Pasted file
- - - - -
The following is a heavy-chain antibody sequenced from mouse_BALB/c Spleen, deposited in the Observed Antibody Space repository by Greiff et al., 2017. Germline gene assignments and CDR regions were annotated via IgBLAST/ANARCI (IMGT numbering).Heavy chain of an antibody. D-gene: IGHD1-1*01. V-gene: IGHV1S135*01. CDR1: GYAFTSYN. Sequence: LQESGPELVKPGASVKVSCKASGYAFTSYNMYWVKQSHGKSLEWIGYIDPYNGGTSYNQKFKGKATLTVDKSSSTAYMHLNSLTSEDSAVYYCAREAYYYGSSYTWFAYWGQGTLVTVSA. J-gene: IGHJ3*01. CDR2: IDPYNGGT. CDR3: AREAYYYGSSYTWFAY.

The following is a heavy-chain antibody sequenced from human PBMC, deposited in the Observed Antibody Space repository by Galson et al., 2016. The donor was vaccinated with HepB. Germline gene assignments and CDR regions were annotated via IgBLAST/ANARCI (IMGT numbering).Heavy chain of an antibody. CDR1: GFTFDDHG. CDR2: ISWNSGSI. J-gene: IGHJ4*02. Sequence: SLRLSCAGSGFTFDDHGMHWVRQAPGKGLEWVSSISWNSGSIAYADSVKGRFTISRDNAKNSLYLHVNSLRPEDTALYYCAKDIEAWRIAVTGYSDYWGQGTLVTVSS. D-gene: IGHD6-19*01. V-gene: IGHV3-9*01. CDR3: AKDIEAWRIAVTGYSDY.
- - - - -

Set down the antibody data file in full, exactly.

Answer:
The following is a heavy-chain antibody sequenced from mouse_BALB/c Spleen, deposited in the Observed Antibody Space repository by Greiff et al., 2017. Germline gene assignments and CDR regions were annotated via IgBLAST/ANARCI (IMGT numbering).Heavy chain of an antibody. D-gene: IGHD1-1*01. V-gene: IGHV1S135*01. CDR1: GYAFTSYN. Sequence: LQESGPELVKPGASVKVSCKASGYAFTSYNMYWVKQSHGKSLEWIGYIDPYNGGTSYNQKFKGKATLTVDKSSSTAYMHLNSLTSEDSAVYYCAREAYYYGSSYTWFAYWGQGTLVTVSA. J-gene: IGHJ3*01. CDR2: IDPYNGGT. CDR3: AREAYYYGSSYTWFAY.

The following is a heavy-chain antibody sequenced from human PBMC, deposited in the Observed Antibody Space repository by Galson et al., 2016. The donor was vaccinated with HepB. Germline gene assignments and CDR regions were annotated via IgBLAST/ANARCI (IMGT numbering).Heavy chain of an antibody. CDR1: GFTFDDHG. CDR2: ISWNSGSI. J-gene: IGHJ4*02. Sequence: SLRLSCAGSGFTFDDHGMHWVRQAPGKGLEWVSSISWNSGSIAYADSVKGRFTISRDNAKNSLYLHVNSLRPEDTALYYCAKDIEAWRIAVTGYSDYWGQGTLVTVSS. D-gene: IGHD6-19*01. V-gene: IGHV3-9*01. CDR3: AKDIEAWRIAVTGYSDY.